Moscow: NATO and Russia might discuss the possibility of cooperating in an alliance-wide, anti-missile system, Russian Foreign Minister Sergei Lavrov said on Wednesday.
President Dmitry Medvedev would examine any proposals on such a shared defence system, Lavrov said during a meeting with NATO Secretary General Anders Fogh Rasmussen.
NATO nations are currently discussing whether the alliance should set up a system to shoot down incoming ballistic missiles targeted on any point of alliance territory.
A common defence system stretching "from Vancouver to Vladivostok" would send out "a powerful political signal" Rasmussen said after the talks in Moscow.
NATO-member US is the main backer for the plan to make missile defence NATO-wide, arguing that that is the best way to stave off the threat of a possible nuclear strike from Iran.
Rasmussen said there was a possibility of Russia joining the alliance in the long-term, but a strategic partnership was more important initially.
Ties between Moscow and NATO have been slowly improving since a chill triggered by Russia`s invasion of Georgia during a brief war in August 2008 over breakaway Abkhazia and South Ossetia.
Russia and NATO were at the beginning of a new phase in their relations, the NATO chief said, pointing to the attendance of Medvedev at a NATO-Russian summit in Lisbon later this month.
The summit offered the chance finally to make the transition from the Cold War to a partnership of equals, said Lavrov. Such a partnership was a precondition for joint cooperation in the missile defence system, he added.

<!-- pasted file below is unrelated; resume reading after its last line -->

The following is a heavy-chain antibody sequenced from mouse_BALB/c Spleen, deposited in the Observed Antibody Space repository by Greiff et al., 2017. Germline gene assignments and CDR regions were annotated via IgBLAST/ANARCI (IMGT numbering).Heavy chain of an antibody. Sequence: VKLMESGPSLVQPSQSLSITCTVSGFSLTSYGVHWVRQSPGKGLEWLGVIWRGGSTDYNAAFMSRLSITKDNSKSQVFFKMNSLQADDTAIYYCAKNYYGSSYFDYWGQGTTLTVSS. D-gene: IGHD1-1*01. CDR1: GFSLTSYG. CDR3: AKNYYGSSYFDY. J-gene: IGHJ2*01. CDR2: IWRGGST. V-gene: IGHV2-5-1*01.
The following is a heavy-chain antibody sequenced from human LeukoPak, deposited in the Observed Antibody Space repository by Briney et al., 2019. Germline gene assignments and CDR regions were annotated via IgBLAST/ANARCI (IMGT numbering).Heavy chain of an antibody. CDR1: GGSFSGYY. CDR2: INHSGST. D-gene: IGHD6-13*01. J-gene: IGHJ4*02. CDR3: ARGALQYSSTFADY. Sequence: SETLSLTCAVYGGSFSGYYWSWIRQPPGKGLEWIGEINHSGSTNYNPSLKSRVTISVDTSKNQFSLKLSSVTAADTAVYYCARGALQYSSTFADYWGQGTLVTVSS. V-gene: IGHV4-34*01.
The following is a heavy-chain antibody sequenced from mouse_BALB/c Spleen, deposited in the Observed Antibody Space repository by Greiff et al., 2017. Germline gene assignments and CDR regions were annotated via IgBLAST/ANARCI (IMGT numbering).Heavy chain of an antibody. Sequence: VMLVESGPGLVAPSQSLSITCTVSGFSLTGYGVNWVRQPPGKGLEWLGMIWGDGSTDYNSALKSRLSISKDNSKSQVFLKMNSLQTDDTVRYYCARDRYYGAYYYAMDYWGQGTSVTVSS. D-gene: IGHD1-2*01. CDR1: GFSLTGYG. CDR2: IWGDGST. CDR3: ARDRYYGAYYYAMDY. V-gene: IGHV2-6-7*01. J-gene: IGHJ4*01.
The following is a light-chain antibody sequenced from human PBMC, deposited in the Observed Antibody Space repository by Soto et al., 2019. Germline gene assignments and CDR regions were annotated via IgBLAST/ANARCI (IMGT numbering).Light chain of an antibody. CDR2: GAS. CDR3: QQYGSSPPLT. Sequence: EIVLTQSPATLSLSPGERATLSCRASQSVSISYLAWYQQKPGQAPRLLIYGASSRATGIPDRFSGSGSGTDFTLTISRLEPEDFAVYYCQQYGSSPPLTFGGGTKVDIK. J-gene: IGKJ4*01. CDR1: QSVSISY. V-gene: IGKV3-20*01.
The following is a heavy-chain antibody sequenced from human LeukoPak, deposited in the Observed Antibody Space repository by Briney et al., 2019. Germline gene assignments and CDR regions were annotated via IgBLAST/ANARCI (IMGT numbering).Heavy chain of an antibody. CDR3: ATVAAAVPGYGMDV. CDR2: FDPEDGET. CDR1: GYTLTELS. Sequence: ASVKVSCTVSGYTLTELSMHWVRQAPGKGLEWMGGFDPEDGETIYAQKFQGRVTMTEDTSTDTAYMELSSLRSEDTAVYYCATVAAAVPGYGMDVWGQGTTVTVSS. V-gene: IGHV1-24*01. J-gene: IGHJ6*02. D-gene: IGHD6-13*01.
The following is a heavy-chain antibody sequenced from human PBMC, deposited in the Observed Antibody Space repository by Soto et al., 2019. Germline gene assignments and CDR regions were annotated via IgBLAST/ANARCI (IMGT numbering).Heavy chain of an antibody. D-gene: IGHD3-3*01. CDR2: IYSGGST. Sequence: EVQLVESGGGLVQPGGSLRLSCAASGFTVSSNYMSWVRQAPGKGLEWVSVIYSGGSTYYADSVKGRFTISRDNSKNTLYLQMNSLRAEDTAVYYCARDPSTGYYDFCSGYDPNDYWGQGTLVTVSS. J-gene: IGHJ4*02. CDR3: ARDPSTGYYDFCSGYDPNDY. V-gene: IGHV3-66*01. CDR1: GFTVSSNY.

Turkey is emerging as the main obstacle to NATO plans to set up the anti-missile system because it does not want to worsen tensions with its neighbour Iran, according to diplomats in Brussels.
NATO leaders are set to decide the question at their summit in Lisbon on November 19-20. The Lisbon summit is also expected to invite Russia to join the missile defence system at a later stage.
Rasmussen also stressed greater cooperation with Moscow over Afghanistan, where Russia is now permitting further transportation through its territory to supply NATO troops.
Lavrov said the Kremlin was willing to increase the transit possibilities and allow its territory to be used by NATO-led troops and equipment returning from Afghanistan.
Success by the international community in combating terrorism in Afghanistan was important for Russia, although it did not want to get involved militarily, the foreign minister added.
The Soviet Union fought a decade-long war in Afghanistan before it was forced to pull out its forces in 1989.
Rasmussen said he expected Russia would provide helicopters for the Afghanistan operation and called on Moscow to do more to help train anti-narcotics agents in Afghanistan, the world`s biggest producer of illicit opium.
Last week, a joint operation by US and Russian special forces destroyed four drugs laboratories in Afghanistan.